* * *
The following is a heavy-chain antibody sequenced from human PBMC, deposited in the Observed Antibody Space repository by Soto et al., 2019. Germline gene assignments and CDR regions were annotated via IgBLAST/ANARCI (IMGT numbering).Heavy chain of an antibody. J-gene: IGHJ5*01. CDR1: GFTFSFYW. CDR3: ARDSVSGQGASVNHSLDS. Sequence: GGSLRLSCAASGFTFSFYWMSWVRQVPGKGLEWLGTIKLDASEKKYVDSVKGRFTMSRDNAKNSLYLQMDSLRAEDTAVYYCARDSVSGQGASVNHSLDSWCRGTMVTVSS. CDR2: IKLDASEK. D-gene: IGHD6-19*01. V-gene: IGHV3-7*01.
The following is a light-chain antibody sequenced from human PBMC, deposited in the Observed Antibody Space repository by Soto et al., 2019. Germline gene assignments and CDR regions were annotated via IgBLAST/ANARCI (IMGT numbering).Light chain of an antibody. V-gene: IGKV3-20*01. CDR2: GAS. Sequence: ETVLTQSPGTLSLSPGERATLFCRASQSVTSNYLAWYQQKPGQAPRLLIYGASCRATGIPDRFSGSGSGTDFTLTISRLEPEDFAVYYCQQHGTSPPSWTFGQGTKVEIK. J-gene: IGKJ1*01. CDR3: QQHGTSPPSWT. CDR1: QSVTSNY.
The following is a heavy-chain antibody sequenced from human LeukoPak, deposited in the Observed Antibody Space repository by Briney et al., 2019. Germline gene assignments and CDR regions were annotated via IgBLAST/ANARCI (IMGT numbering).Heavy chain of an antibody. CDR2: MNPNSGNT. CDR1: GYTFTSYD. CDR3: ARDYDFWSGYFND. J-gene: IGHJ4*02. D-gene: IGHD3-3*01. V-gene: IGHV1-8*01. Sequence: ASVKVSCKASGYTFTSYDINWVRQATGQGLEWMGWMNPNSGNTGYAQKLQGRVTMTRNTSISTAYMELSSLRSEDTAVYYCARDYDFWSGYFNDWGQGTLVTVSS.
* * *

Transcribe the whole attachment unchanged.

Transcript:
The following is a heavy-chain antibody sequenced from human PBMC, deposited in the Observed Antibody Space repository by Soto et al., 2019. Germline gene assignments and CDR regions were annotated via IgBLAST/ANARCI (IMGT numbering).Heavy chain of an antibody. J-gene: IGHJ5*01. CDR1: GFTFSFYW. CDR3: ARDSVSGQGASVNHSLDS. Sequence: GGSLRLSCAASGFTFSFYWMSWVRQVPGKGLEWLGTIKLDASEKKYVDSVKGRFTMSRDNAKNSLYLQMDSLRAEDTAVYYCARDSVSGQGASVNHSLDSWCRGTMVTVSS. CDR2: IKLDASEK. D-gene: IGHD6-19*01. V-gene: IGHV3-7*01.
The following is a light-chain antibody sequenced from human PBMC, deposited in the Observed Antibody Space repository by Soto et al., 2019. Germline gene assignments and CDR regions were annotated via IgBLAST/ANARCI (IMGT numbering).Light chain of an antibody. V-gene: IGKV3-20*01. CDR2: GAS. Sequence: ETVLTQSPGTLSLSPGERATLFCRASQSVTSNYLAWYQQKPGQAPRLLIYGASCRATGIPDRFSGSGSGTDFTLTISRLEPEDFAVYYCQQHGTSPPSWTFGQGTKVEIK. J-gene: IGKJ1*01. CDR3: QQHGTSPPSWT. CDR1: QSVTSNY.
The following is a heavy-chain antibody sequenced from human LeukoPak, deposited in the Observed Antibody Space repository by Briney et al., 2019. Germline gene assignments and CDR regions were annotated via IgBLAST/ANARCI (IMGT numbering).Heavy chain of an antibody. CDR2: MNPNSGNT. CDR1: GYTFTSYD. CDR3: ARDYDFWSGYFND. J-gene: IGHJ4*02. D-gene: IGHD3-3*01. V-gene: IGHV1-8*01. Sequence: ASVKVSCKASGYTFTSYDINWVRQATGQGLEWMGWMNPNSGNTGYAQKLQGRVTMTRNTSISTAYMELSSLRSEDTAVYYCARDYDFWSGYFNDWGQGTLVTVSS.